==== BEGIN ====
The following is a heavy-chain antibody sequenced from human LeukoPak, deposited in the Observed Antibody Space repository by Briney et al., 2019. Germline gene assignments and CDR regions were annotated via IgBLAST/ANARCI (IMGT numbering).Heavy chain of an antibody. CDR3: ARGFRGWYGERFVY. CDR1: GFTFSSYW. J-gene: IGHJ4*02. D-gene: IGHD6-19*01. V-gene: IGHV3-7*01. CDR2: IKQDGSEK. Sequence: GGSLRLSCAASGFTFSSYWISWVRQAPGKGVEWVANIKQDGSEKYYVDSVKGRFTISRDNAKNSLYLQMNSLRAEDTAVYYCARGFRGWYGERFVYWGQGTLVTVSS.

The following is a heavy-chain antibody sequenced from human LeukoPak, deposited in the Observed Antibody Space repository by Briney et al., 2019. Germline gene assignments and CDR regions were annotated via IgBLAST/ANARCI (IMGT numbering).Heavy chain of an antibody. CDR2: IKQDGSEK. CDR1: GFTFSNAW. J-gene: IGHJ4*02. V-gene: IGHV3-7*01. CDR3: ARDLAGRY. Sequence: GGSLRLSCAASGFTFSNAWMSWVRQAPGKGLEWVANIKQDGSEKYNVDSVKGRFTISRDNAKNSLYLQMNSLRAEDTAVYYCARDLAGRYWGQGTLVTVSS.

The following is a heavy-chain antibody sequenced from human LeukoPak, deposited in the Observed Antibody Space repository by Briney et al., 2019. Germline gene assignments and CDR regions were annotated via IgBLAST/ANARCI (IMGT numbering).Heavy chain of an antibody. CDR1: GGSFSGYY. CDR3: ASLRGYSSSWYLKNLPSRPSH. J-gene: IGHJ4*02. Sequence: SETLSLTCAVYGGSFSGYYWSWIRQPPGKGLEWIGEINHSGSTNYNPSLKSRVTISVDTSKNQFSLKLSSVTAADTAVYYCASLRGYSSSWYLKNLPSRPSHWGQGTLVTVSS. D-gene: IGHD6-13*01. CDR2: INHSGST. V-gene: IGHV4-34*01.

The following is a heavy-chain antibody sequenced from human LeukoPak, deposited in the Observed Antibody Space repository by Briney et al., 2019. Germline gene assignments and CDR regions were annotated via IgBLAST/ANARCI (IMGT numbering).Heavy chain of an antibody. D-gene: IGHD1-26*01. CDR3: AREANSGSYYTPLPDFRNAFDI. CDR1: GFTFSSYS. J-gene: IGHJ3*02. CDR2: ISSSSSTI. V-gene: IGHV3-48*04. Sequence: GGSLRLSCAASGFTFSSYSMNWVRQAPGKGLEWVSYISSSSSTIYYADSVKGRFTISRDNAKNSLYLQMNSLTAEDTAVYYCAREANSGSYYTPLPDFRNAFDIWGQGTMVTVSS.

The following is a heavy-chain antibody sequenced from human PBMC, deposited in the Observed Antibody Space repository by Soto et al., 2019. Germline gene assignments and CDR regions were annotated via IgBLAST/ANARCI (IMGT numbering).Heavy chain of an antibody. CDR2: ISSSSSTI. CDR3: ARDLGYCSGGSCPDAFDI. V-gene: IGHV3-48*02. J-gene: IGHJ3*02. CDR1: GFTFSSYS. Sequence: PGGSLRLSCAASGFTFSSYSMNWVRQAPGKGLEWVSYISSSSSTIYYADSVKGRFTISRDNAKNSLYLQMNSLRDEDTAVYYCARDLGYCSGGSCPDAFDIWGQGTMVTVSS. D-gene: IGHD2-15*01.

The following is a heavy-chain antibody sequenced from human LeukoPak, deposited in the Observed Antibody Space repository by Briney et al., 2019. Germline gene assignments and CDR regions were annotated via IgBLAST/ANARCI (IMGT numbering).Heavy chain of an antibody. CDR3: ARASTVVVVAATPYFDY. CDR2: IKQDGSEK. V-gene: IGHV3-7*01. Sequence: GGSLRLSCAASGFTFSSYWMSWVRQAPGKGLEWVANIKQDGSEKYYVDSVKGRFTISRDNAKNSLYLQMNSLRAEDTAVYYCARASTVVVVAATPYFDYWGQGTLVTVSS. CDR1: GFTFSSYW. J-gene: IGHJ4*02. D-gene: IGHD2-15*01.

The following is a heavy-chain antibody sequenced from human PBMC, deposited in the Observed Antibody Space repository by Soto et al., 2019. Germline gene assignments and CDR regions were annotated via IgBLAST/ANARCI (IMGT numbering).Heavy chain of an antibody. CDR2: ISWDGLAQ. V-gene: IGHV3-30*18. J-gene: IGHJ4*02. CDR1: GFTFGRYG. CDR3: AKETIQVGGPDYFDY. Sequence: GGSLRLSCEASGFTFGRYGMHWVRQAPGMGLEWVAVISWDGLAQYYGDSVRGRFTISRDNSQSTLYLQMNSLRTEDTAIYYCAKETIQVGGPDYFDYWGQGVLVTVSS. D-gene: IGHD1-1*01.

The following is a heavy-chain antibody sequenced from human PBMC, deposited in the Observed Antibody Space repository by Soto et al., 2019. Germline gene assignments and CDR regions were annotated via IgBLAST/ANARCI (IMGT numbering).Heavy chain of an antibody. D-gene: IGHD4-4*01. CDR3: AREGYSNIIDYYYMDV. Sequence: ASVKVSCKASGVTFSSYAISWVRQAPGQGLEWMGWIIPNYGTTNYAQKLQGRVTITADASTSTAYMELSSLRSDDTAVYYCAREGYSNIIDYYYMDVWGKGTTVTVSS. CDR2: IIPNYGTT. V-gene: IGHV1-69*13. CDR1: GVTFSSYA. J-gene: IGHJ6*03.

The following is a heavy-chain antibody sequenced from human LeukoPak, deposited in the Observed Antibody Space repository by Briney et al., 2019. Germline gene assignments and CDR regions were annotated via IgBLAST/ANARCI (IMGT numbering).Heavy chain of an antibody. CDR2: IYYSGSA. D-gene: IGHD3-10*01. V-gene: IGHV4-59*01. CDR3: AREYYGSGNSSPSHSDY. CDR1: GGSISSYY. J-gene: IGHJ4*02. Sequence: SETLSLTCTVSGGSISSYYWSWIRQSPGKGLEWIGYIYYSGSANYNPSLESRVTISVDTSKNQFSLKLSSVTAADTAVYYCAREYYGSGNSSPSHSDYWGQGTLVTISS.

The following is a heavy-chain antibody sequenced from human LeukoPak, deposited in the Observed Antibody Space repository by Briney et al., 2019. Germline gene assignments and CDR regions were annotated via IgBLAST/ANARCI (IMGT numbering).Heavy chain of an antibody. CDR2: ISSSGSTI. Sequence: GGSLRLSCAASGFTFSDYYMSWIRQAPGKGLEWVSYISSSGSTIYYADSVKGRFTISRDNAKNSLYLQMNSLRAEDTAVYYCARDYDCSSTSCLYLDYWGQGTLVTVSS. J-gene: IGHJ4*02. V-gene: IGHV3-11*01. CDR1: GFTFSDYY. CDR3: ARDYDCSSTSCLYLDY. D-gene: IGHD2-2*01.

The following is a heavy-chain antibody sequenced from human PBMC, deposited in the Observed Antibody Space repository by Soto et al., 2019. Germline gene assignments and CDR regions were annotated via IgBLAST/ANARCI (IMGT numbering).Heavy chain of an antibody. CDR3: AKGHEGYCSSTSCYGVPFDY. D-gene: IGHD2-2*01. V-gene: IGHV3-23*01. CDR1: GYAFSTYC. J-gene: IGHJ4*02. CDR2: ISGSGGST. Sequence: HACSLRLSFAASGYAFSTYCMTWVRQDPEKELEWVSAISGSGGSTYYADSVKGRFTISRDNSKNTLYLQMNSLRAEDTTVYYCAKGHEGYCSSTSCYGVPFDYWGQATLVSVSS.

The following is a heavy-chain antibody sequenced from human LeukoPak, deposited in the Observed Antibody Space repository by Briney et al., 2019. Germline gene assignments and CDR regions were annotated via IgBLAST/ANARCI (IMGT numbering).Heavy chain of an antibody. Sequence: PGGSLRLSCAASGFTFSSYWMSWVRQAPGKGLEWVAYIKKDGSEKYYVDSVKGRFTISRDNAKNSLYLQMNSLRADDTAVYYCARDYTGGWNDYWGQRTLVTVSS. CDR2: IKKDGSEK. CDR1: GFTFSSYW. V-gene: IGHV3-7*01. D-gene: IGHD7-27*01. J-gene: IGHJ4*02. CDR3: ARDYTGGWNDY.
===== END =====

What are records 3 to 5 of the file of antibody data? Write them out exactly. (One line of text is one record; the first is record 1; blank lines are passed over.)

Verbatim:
The following is a heavy-chain antibody sequenced from human LeukoPak, deposited in the Observed Antibody Space repository by Briney et al., 2019. Germline gene assignments and CDR regions were annotated via IgBLAST/ANARCI (IMGT numbering).Heavy chain of an antibody. CDR1: GGSFSGYY. CDR3: ASLRGYSSSWYLKNLPSRPSH. J-gene: IGHJ4*02. Sequence: SETLSLTCAVYGGSFSGYYWSWIRQPPGKGLEWIGEINHSGSTNYNPSLKSRVTISVDTSKNQFSLKLSSVTAADTAVYYCASLRGYSSSWYLKNLPSRPSHWGQGTLVTVSS. D-gene: IGHD6-13*01. CDR2: INHSGST. V-gene: IGHV4-34*01.

The following is a heavy-chain antibody sequenced from human LeukoPak, deposited in the Observed Antibody Space repository by Briney et al., 2019. Germline gene assignments and CDR regions were annotated via IgBLAST/ANARCI (IMGT numbering).Heavy chain of an antibody. D-gene: IGHD1-26*01. CDR3: AREANSGSYYTPLPDFRNAFDI. CDR1: GFTFSSYS. J-gene: IGHJ3*02. CDR2: ISSSSSTI. V-gene: IGHV3-48*04. Sequence: GGSLRLSCAASGFTFSSYSMNWVRQAPGKGLEWVSYISSSSSTIYYADSVKGRFTISRDNAKNSLYLQMNSLTAEDTAVYYCAREANSGSYYTPLPDFRNAFDIWGQGTMVTVSS.

The following is a heavy-chain antibody sequenced from human PBMC, deposited in the Observed Antibody Space repository by Soto et al., 2019. Germline gene assignments and CDR regions were annotated via IgBLAST/ANARCI (IMGT numbering).Heavy chain of an antibody. CDR2: ISSSSSTI. CDR3: ARDLGYCSGGSCPDAFDI. V-gene: IGHV3-48*02. J-gene: IGHJ3*02. CDR1: GFTFSSYS. Sequence: PGGSLRLSCAASGFTFSSYSMNWVRQAPGKGLEWVSYISSSSSTIYYADSVKGRFTISRDNAKNSLYLQMNSLRDEDTAVYYCARDLGYCSGGSCPDAFDIWGQGTMVTVSS. D-gene: IGHD2-15*01.